This is a lovely book; I took an evening earlier this week and just wallowed in it.
This is yet another of Lovesey's Peter Diamond novels; it takes place just about a year after Diamond Dust. Diamond is back in the saddle, and working with his team--I said, after the last book, that I was really looking forward to seeing Diamond working with his team instead of investigating as a loner, and I got my wish--but he still hasn't really come to terms with the death of his wife.
Meanwhile, there's a murder on a beach in another county; the victim proves to be from Bath, which drags Diamond in, and further turns out to have been a "profiler", working in a very hush hush murder case--could there be a link? The Powers That Be say "No!"; Diamond says "Maybe!"; you figure out.
There are lots of lovely bits in this book, but I won't spoil them for you; I'll just say that the first chapter is as neat a bit of deception as I've come across in a long while, and that we might have spotted a new love interest for Diamond.
When I first read this some while back, I said that it was interesting but too short to be worth the nine dollars I'd paid for it. I got lots of e-mail over that, mostly saying something like, "Will, you just don't get it."
I still don't.
At bedtime just a couple of nights ago I finished reading this book to my two boys. And when I had read the last sentence, I closed the book with great relief and a feeling of liberation. I was done. I didn't have to to read it aloud anymore. For the first time I felt glad at how short it was.
To be frank, I can't think of a book I've read aloud that I disliked reading aloud more than this book. It's not that it's poorly written, or that the prose doesn't flow; there's just something about the atmosphere, and the arch little asides to the reader, and the unrelenting gloom that made for a thoroughly awful experience.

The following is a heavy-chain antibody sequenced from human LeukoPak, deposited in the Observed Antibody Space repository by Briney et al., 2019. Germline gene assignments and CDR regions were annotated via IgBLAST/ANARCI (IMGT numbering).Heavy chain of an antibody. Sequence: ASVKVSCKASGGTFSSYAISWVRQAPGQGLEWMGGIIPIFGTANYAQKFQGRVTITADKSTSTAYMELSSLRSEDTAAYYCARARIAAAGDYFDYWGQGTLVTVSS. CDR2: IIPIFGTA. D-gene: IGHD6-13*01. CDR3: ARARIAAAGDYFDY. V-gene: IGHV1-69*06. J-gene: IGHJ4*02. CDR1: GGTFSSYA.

For what it's worth, James agreed with me, and we finished it only at David's request. After the first few days, I began every reading session with "I hate this book. You know that, don't you." And David would say, "Yes," and James would say, "So do I," and then we'd get on with it.
David's been put on notice that he can read the other books in the series if he likes, but if so he'll be reading them to himself. I'm out of it.
Ian Hamet has been raving about this movie for as long as I've known him, so when it was re-released here in the states I was quick to grab a copy. And I'm pleased to say that I was not disappointed, for it is indeed a truly charming movie. My favorite Miyazaki to date is still Spirited Away; but then, Porco Rosso is a different kind of movie altogether, and it doesn't seem like it should be rated on the same scale.
Porco Rosso is a tale of a brave and skillful seaplane pilot who lives on an island in the Adriatic sea in the time between the world wars, when Italy was sliding into fascism. He makes his money as a bounty hunter; the Adriatic, evidently, is home to scads of air pirates (Miyazaki has a thing for air pirates), all of whom fly various interesting kinds of seaplanes and prey on the local shipping. It's Porco's job to find them, stop them, retrieve their booty and free their hostages--and, of course, to get paid for it.
The odd thing about Porco is that he has the face and ears of a pig. He wasn't born that way; he's evidently under some kind of curse. But it makes him an outsider, and allows him to speak harsh truths others don't want to recognize. They call him on it, of course; they say to him, "Porco, you really are a pig!"
I don't want to say too much about the plot for fear of spoiling it. But there are cute little girls, and ugly poorly-washed air pirates (and an interesting mixture they make, I might add), and a pretty girl and a beautiful woman and lots and lots of planes and flying scenes and dog fights and a rivalry and an adolescent crush and serious aeronautical engineering--and, I think, something like redemption. If I'm reading it right (and Ian will no doubt correct me if I'm wrong), Porco Rosso isn't a fantasy at all, despite its snouted hero. Rather, it's an excursion into the world of magic realism.